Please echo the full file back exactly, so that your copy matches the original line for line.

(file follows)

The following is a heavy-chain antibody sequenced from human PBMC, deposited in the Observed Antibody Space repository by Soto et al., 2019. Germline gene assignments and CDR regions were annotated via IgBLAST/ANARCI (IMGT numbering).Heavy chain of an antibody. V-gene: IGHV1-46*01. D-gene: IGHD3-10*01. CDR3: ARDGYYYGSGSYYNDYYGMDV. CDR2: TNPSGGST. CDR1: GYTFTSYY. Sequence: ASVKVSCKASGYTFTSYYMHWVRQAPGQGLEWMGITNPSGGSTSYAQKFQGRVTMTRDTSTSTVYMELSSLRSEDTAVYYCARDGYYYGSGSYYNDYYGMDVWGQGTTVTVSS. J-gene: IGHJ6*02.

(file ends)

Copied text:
The following is a heavy-chain antibody sequenced from human PBMC, deposited in the Observed Antibody Space repository by Soto et al., 2019. Germline gene assignments and CDR regions were annotated via IgBLAST/ANARCI (IMGT numbering).Heavy chain of an antibody. V-gene: IGHV1-46*01. D-gene: IGHD3-10*01. CDR3: ARDGYYYGSGSYYNDYYGMDV. CDR2: TNPSGGST. CDR1: GYTFTSYY. Sequence: ASVKVSCKASGYTFTSYYMHWVRQAPGQGLEWMGITNPSGGSTSYAQKFQGRVTMTRDTSTSTVYMELSSLRSEDTAVYYCARDGYYYGSGSYYNDYYGMDVWGQGTTVTVSS. J-gene: IGHJ6*02.